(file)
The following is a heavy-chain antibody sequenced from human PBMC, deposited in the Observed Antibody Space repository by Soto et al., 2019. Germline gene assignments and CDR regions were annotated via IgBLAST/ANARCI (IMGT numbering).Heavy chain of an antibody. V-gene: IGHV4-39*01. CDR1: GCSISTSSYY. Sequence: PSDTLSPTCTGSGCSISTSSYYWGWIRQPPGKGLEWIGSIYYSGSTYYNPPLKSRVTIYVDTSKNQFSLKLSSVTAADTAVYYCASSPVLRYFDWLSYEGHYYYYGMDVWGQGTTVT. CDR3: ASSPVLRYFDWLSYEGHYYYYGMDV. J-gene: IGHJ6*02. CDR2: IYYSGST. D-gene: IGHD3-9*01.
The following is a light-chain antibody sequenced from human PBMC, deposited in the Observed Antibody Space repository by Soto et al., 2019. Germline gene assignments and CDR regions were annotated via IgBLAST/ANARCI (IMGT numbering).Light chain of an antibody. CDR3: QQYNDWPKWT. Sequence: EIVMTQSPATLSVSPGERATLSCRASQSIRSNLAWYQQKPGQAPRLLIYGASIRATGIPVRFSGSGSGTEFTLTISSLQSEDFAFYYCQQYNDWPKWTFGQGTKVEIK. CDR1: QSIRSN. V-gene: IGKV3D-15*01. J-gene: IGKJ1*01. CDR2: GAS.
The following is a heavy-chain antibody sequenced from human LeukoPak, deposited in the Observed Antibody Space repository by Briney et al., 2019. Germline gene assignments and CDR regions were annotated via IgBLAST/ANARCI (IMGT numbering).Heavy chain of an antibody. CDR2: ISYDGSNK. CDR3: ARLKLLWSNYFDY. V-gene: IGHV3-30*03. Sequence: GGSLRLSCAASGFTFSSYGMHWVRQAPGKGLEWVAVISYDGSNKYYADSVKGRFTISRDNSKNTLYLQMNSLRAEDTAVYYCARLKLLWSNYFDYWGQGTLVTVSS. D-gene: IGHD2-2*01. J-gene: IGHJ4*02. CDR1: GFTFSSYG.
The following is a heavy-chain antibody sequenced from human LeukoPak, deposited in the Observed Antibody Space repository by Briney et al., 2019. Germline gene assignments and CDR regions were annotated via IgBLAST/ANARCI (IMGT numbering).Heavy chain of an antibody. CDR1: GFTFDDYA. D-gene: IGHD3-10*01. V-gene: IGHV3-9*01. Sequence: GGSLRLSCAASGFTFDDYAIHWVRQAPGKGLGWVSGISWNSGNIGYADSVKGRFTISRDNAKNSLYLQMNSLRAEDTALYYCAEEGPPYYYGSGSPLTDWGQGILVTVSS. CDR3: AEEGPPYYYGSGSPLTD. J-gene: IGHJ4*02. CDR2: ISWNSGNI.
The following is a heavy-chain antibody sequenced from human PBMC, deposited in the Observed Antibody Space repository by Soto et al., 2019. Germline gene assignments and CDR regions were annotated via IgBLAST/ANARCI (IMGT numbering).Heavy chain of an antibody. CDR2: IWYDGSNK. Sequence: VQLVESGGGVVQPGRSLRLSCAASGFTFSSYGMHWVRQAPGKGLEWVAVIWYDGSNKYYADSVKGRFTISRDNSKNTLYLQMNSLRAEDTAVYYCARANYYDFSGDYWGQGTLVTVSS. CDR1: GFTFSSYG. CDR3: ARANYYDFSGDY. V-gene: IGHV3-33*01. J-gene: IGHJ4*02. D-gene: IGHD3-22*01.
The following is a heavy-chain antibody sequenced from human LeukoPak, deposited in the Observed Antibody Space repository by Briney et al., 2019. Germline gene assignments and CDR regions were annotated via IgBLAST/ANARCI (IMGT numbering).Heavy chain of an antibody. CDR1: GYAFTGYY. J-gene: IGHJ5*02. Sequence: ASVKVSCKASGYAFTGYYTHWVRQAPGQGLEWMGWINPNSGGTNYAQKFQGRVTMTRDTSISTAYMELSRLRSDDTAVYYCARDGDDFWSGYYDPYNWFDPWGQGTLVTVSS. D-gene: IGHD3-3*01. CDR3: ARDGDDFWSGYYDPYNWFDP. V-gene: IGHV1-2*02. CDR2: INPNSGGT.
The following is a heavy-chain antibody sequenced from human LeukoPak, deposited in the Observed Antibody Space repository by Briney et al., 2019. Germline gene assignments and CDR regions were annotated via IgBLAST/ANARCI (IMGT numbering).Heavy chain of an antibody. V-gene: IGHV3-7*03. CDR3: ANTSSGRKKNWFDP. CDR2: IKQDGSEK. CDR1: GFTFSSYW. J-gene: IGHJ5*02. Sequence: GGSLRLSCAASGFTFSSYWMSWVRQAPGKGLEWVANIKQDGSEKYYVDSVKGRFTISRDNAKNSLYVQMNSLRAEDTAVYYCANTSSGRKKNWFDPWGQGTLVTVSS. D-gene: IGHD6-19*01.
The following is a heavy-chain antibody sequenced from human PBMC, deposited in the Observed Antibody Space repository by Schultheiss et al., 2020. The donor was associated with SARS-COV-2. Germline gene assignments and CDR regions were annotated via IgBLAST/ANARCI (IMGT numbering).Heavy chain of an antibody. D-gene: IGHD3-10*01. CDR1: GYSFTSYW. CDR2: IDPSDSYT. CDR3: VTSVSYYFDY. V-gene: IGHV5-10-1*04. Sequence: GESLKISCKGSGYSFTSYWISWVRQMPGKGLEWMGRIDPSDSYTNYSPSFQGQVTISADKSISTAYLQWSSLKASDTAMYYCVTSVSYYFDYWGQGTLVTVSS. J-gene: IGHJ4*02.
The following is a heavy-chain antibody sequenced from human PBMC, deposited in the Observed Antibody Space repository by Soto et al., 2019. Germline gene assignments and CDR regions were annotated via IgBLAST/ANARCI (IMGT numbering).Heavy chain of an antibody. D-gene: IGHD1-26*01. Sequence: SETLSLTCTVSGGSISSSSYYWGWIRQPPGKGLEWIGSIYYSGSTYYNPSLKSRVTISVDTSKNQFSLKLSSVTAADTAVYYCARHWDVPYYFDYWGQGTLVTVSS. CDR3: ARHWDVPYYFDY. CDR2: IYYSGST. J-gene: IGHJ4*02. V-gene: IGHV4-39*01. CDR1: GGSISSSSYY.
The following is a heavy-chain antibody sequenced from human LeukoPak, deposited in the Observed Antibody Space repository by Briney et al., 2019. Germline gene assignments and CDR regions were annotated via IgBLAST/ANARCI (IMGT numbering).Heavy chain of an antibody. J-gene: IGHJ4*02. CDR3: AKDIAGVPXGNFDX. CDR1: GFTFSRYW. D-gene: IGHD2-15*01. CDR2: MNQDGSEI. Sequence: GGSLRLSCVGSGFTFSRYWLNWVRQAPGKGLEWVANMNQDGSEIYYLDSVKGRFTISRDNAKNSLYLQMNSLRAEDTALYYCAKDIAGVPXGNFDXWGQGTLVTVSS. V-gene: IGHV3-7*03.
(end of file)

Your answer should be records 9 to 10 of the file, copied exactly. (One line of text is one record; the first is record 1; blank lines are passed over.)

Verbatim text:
The following is a heavy-chain antibody sequenced from human PBMC, deposited in the Observed Antibody Space repository by Soto et al., 2019. Germline gene assignments and CDR regions were annotated via IgBLAST/ANARCI (IMGT numbering).Heavy chain of an antibody. D-gene: IGHD1-26*01. Sequence: SETLSLTCTVSGGSISSSSYYWGWIRQPPGKGLEWIGSIYYSGSTYYNPSLKSRVTISVDTSKNQFSLKLSSVTAADTAVYYCARHWDVPYYFDYWGQGTLVTVSS. CDR3: ARHWDVPYYFDY. CDR2: IYYSGST. J-gene: IGHJ4*02. V-gene: IGHV4-39*01. CDR1: GGSISSSSYY.
The following is a heavy-chain antibody sequenced from human LeukoPak, deposited in the Observed Antibody Space repository by Briney et al., 2019. Germline gene assignments and CDR regions were annotated via IgBLAST/ANARCI (IMGT numbering).Heavy chain of an antibody. J-gene: IGHJ4*02. CDR3: AKDIAGVPXGNFDX. CDR1: GFTFSRYW. D-gene: IGHD2-15*01. CDR2: MNQDGSEI. Sequence: GGSLRLSCVGSGFTFSRYWLNWVRQAPGKGLEWVANMNQDGSEIYYLDSVKGRFTISRDNAKNSLYLQMNSLRAEDTALYYCAKDIAGVPXGNFDXWGQGTLVTVSS. V-gene: IGHV3-7*03.